Mitzimaybe Tue 19-Mar-19 12:35:35

I think as long as he never, ever goes anywhere on his own...

No, not even then. He doesn't get to dictate that the OP stays home when he has declined her invitation to join her. He can sod off.

LimeKiwi Tue 19-Mar-19 12:38:47

However I do think that the OP is being insensitive to her partner, and not respecting the relationship.

For daring to leave the house and go to a pub by herself?
Give over!
Wimmin! Know your limits. Those aren't the type of establishments a lady should frequent. confused hmm

SleepingStandingUp Tue 19-Mar-19 12:49:46

What the OP is doing is going to a pub on her own just for a drink whilst her partner is nearby but home with the kids. Totally totally different. And?? He was ok when she had supervision so couldn't accidentally have sex with another man. He was invited so clearly she hadn't set up a date. She told him what had happened so she wasn't lying to him.

If he thinks she'll be attacked then that'll likely happen to or from, so independent of who she's in the pub with.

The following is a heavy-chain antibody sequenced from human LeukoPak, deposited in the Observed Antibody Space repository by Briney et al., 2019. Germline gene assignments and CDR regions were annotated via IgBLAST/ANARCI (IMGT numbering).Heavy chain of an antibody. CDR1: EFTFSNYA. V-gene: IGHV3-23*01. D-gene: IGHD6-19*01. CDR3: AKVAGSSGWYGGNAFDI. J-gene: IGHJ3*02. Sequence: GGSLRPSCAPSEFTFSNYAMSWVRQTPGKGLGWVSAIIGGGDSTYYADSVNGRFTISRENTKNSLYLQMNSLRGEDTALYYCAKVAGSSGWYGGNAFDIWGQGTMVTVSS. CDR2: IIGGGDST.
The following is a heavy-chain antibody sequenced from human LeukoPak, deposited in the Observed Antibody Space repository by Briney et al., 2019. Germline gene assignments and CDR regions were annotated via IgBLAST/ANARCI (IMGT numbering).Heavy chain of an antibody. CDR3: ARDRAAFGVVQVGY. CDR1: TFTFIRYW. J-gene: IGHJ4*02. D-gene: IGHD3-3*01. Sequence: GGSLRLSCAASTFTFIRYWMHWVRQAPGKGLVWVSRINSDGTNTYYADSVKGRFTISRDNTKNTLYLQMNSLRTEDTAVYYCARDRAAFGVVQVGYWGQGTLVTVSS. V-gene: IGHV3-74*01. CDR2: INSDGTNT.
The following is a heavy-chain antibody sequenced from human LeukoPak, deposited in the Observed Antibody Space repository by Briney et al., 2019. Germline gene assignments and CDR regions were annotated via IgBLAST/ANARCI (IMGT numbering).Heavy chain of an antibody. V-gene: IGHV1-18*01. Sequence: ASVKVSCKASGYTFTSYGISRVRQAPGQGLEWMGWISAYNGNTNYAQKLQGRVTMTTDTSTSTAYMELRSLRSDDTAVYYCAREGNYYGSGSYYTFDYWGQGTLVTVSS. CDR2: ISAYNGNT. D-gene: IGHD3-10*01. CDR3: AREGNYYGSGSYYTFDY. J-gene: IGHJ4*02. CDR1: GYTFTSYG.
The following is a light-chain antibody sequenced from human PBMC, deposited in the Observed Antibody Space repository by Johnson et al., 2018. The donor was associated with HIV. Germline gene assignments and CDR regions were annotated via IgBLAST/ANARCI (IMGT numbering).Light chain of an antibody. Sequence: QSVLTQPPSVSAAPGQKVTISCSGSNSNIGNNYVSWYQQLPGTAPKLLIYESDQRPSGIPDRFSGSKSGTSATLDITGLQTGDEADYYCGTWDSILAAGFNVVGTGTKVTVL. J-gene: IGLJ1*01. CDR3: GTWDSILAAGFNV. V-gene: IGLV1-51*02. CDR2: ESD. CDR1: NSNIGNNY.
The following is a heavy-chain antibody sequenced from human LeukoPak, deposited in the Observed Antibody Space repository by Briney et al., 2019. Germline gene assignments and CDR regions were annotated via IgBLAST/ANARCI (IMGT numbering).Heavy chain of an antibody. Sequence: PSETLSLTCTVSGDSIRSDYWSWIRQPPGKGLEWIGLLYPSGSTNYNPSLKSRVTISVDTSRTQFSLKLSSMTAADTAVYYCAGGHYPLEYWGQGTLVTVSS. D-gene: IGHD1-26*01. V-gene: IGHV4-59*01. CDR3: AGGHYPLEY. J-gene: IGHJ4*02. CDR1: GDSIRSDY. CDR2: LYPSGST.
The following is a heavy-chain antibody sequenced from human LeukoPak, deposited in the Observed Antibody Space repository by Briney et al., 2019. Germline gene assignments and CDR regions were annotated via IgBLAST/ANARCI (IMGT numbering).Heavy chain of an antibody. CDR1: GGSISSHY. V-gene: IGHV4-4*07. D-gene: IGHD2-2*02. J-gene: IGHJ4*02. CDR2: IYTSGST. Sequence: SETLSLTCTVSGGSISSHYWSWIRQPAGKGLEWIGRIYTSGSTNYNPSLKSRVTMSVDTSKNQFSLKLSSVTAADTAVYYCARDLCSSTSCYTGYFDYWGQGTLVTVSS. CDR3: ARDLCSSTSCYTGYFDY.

If he thinks a guy will come in to her and she'll snog him / have sex with him then she should dump him.
If he thinks a guy with flirt with her but OP won't do anything but he doesn't like it anyway, tough

Vulpine Tue 19-Mar-19 13:46:04

I'm not saying I'm unattractive but....I've rarely attracted male attention in a bar whilst drinking on my own - something I like to do from time to time. Maybe I have a Don't fuck with me vibe!

FuckertyBoo Tue 19-Mar-19 13:49:42

I’ve done it and I’ll do it again mwahaha!

Ahem. Sorry. For some reason, “...and I’ll do it again” has to be followed by an evil cackle.

Yanbu.